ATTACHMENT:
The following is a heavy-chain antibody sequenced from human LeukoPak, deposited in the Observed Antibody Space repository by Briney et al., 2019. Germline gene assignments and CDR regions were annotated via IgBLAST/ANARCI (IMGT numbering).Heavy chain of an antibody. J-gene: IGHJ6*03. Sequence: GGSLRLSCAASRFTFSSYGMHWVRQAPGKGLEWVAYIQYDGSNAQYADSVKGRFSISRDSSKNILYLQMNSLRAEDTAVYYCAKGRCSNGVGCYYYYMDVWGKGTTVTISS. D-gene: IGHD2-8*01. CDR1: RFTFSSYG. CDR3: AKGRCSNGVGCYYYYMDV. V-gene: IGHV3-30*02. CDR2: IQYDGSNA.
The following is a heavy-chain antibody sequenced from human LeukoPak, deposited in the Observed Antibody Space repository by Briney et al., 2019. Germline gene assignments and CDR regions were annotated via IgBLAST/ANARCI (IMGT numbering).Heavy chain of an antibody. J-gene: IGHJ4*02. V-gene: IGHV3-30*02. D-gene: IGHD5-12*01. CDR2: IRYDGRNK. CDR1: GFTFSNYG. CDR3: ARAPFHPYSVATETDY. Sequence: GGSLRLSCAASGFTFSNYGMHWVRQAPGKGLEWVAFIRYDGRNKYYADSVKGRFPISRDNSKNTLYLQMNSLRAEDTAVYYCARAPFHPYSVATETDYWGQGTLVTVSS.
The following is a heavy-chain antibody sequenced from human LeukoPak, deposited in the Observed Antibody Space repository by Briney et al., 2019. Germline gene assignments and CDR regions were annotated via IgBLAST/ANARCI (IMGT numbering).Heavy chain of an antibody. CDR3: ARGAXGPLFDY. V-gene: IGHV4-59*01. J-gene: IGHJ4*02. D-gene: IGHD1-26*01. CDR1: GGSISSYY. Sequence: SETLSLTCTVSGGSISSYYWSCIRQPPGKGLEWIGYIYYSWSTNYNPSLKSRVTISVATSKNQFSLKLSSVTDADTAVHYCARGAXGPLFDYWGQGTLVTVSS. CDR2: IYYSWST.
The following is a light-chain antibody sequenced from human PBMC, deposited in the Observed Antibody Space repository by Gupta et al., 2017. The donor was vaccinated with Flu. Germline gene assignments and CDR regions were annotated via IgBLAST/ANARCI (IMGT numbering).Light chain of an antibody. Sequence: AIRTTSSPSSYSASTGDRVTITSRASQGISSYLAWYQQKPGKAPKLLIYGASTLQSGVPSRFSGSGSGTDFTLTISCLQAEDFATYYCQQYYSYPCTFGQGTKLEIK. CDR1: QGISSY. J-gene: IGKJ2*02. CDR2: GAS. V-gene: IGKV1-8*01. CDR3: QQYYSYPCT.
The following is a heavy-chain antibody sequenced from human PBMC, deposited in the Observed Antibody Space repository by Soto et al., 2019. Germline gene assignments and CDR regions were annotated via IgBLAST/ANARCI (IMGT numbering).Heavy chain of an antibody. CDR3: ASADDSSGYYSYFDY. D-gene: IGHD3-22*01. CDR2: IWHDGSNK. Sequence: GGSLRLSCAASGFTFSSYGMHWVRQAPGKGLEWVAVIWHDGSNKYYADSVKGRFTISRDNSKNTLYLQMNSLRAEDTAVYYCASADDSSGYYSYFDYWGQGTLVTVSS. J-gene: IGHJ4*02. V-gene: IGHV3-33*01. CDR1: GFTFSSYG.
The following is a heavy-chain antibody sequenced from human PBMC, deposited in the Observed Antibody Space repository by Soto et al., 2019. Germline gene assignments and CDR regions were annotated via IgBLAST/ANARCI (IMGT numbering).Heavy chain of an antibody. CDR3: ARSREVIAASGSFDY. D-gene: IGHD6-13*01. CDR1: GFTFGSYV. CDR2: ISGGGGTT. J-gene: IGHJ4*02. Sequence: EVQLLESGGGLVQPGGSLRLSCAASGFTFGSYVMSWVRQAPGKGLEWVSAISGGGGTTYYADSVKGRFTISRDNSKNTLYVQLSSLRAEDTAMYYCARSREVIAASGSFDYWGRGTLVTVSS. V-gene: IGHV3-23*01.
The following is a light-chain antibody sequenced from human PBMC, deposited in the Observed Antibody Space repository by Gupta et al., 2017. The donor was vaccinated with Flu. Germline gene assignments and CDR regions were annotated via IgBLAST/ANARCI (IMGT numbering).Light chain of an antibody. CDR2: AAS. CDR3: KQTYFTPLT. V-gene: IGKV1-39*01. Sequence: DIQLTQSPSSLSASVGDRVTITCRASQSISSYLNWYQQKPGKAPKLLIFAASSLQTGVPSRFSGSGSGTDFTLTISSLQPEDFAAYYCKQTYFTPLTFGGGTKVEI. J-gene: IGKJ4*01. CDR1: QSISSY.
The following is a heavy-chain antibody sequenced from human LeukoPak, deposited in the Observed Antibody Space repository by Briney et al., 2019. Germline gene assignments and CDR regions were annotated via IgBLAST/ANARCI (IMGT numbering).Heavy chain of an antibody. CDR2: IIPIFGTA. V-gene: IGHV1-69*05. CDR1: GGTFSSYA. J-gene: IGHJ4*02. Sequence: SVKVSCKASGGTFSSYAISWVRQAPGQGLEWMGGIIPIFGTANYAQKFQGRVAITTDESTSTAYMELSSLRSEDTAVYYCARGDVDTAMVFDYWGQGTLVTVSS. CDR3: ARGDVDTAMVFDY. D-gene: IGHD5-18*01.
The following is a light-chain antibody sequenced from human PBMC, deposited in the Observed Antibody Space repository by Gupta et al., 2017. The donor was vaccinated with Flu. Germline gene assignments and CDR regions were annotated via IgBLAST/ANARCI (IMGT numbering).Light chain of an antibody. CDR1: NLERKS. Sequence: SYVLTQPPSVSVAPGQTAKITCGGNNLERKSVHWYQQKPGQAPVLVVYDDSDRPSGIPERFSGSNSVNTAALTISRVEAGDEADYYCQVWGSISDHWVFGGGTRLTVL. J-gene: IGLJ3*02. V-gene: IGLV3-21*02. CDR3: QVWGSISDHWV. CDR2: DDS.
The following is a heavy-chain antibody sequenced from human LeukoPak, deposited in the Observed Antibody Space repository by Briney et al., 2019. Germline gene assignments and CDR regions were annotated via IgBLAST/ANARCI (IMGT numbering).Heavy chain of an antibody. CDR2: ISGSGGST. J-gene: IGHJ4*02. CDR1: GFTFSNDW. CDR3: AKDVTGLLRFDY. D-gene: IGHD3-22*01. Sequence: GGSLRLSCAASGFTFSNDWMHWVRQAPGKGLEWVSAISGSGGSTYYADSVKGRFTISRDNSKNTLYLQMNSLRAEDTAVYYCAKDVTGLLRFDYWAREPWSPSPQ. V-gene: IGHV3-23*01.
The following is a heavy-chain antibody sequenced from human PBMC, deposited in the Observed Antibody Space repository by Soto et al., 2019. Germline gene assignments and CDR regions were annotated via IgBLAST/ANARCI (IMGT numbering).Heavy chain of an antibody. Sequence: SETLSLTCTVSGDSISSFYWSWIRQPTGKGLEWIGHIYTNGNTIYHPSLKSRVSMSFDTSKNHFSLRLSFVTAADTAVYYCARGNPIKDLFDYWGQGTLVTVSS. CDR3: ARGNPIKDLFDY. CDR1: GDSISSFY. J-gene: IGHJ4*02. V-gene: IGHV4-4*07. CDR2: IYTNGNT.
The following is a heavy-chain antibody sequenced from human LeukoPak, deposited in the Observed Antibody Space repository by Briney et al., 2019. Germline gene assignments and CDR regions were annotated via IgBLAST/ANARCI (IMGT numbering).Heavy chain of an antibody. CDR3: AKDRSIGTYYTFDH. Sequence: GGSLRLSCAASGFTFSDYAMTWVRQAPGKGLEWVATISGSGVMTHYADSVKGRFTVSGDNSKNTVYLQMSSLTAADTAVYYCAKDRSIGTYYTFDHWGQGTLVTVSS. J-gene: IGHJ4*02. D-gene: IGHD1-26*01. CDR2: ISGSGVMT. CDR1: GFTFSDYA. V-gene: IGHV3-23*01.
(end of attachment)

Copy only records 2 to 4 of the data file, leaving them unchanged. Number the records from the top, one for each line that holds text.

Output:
The following is a heavy-chain antibody sequenced from human LeukoPak, deposited in the Observed Antibody Space repository by Briney et al., 2019. Germline gene assignments and CDR regions were annotated via IgBLAST/ANARCI (IMGT numbering).Heavy chain of an antibody. J-gene: IGHJ4*02. V-gene: IGHV3-30*02. D-gene: IGHD5-12*01. CDR2: IRYDGRNK. CDR1: GFTFSNYG. CDR3: ARAPFHPYSVATETDY. Sequence: GGSLRLSCAASGFTFSNYGMHWVRQAPGKGLEWVAFIRYDGRNKYYADSVKGRFPISRDNSKNTLYLQMNSLRAEDTAVYYCARAPFHPYSVATETDYWGQGTLVTVSS.
The following is a heavy-chain antibody sequenced from human LeukoPak, deposited in the Observed Antibody Space repository by Briney et al., 2019. Germline gene assignments and CDR regions were annotated via IgBLAST/ANARCI (IMGT numbering).Heavy chain of an antibody. CDR3: ARGAXGPLFDY. V-gene: IGHV4-59*01. J-gene: IGHJ4*02. D-gene: IGHD1-26*01. CDR1: GGSISSYY. Sequence: SETLSLTCTVSGGSISSYYWSCIRQPPGKGLEWIGYIYYSWSTNYNPSLKSRVTISVATSKNQFSLKLSSVTDADTAVHYCARGAXGPLFDYWGQGTLVTVSS. CDR2: IYYSWST.
The following is a light-chain antibody sequenced from human PBMC, deposited in the Observed Antibody Space repository by Gupta et al., 2017. The donor was vaccinated with Flu. Germline gene assignments and CDR regions were annotated via IgBLAST/ANARCI (IMGT numbering).Light chain of an antibody. Sequence: AIRTTSSPSSYSASTGDRVTITSRASQGISSYLAWYQQKPGKAPKLLIYGASTLQSGVPSRFSGSGSGTDFTLTISCLQAEDFATYYCQQYYSYPCTFGQGTKLEIK. CDR1: QGISSY. J-gene: IGKJ2*02. CDR2: GAS. V-gene: IGKV1-8*01. CDR3: QQYYSYPCT.